recommended reading

NIST releases cloud computing roadmap

The government should establish common cloud computing products and services standards so agencies can easily shift their business to a new provider if their current vendor isn't meeting their needs, a government technology reviewer said Tuesday.

Without those standards, agencies may invest in major cloud programs that are quickly made obsolete by a superior competitor, according to the draft Cloud Computing Technology Roadmap from the National Institute for Standards and Technology. Agencies also might get locked into overpriced services because of high switching costs, the NIST document said.

Most agencies are able to change cloud providers, the report said, but not without an intervening step during which data is moved into noncloud storage.

The government is in the early stages of a massive program to move roughly one-fourth of its $80 billion annual information technology budget to computer cloud storage.

Computer clouds are essentially large banks of servers that pack together data more efficiently than in-house servers. Users that store their data in computer clouds can access it from any device because it's not tied to a physical office and they pay for cloud storage space like a utility, spending only for the space they actually use.

In addition, the government should come up with a more complete list of security requirements that address cloud computing's unique dangers, the NIST document said, such as the large scale of cloud storage and the likelihood that many clouds that federal agencies use also will store data from other departments or mix data from both the public and private sectors.

"Cloud computing is still in an early deployment stage and standards are crucial to increased adoption," the roadmap said.

The Office of Management and Budget and the General Services Administration are working on a governmentwide security certification for cloud services known as FedRAMP, which is due out in the next few months.

The roadmap also advocated creating better standard service agreements between cloud providers and government customers, drawing up consistent definitions of cloud services, and developing frameworks for cloud sharing between federal agencies.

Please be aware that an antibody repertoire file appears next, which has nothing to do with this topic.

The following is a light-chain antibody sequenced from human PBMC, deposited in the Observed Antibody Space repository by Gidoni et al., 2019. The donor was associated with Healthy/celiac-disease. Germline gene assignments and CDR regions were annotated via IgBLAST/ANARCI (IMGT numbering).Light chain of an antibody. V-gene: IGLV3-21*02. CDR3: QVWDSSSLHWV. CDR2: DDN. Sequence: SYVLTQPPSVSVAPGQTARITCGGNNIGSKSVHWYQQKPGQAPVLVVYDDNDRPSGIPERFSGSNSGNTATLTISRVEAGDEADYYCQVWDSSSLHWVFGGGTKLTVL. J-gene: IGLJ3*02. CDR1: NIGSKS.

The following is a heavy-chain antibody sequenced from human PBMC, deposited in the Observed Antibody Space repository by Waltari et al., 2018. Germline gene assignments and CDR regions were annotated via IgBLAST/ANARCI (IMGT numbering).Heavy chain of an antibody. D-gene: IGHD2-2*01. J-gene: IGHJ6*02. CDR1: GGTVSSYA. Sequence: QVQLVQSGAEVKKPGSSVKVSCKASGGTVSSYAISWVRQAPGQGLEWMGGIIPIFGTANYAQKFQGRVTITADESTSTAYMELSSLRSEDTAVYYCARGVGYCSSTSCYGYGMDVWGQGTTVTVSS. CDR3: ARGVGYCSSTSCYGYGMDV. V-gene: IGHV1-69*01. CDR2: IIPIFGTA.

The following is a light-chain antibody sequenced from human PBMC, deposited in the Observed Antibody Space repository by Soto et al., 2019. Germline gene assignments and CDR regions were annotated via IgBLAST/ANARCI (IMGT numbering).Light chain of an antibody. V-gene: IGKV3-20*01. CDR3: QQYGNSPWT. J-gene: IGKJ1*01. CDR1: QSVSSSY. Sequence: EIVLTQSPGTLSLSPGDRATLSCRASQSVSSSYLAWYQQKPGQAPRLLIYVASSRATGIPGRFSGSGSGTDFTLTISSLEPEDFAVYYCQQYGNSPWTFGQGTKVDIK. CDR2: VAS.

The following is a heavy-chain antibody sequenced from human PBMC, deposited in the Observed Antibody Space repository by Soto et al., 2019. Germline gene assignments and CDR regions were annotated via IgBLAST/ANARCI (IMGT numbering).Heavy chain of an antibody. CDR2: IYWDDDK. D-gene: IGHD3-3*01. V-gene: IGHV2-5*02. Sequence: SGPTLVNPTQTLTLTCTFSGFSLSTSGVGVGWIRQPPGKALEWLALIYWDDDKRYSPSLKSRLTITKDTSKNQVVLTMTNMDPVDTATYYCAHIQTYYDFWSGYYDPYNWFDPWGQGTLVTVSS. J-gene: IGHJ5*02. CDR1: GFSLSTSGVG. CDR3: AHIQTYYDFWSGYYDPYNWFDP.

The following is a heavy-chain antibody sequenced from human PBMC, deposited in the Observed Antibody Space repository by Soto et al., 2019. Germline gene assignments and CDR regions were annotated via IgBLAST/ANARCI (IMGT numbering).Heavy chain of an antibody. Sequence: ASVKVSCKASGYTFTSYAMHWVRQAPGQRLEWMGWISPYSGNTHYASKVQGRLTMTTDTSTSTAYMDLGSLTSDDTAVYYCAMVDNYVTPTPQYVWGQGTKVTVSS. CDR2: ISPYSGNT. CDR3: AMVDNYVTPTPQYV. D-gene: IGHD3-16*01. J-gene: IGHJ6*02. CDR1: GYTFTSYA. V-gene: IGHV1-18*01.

NIST described the first draft of the roadmap as intentionally broad, with many requirements identified that are "intuitive and common for the adoption of any emerging technology." The document was drawn up following a series of public workshops, working groups and meetings with different agencies.

Threatwatch Alert

Thousands of cyber attacks occur each day

See the latest threats


Close [ x ] More from Nextgov

Thank you for subscribing to newsletters from
We think these reports might interest you:

  • Data-Centric Security vs. Database-Level Security

    Database-level encryption had its origins in the 1990s and early 2000s in response to very basic risks which largely revolved around the theft of servers, backup tapes and other physical-layer assets. As noted in Verizon’s 2014, Data Breach Investigations Report (DBIR)1, threats today are far more advanced and dangerous.

  • Featured Content from RSA Conference: Dissed by NIST

    Learn more about the latest draft of the U.S. National Institute of Standards and Technology guidance document on authentication and lifecycle management.

  • PIV- I And Multifactor Authentication: The Best Defense for Federal Government Contractors

    This white paper explores NIST SP 800-171 and why compliance is critical to federal government contractors, especially those that work with the Department of Defense, as well as how leveraging PIV-I credentialing with multifactor authentication can be used as a defense against cyberattacks

  • Toward A More Innovative Government

    This research study aims to understand how state and local leaders regard their agency’s innovation efforts and what they are doing to overcome the challenges they face in successfully implementing these efforts.

  • From Volume to Value: UK’s NHS Digital Provides U.S. Healthcare Agencies A Roadmap For Value-Based Payment Models

    The U.S. healthcare industry is rapidly moving away from traditional fee-for-service models and towards value-based purchasing that reimburses physicians for quality of care in place of frequency of care.

  • GBC Flash Poll: Is Your Agency Safe?

    Federal leaders weigh in on the state of information security


When you download a report, your information may be shared with the underwriters of that document.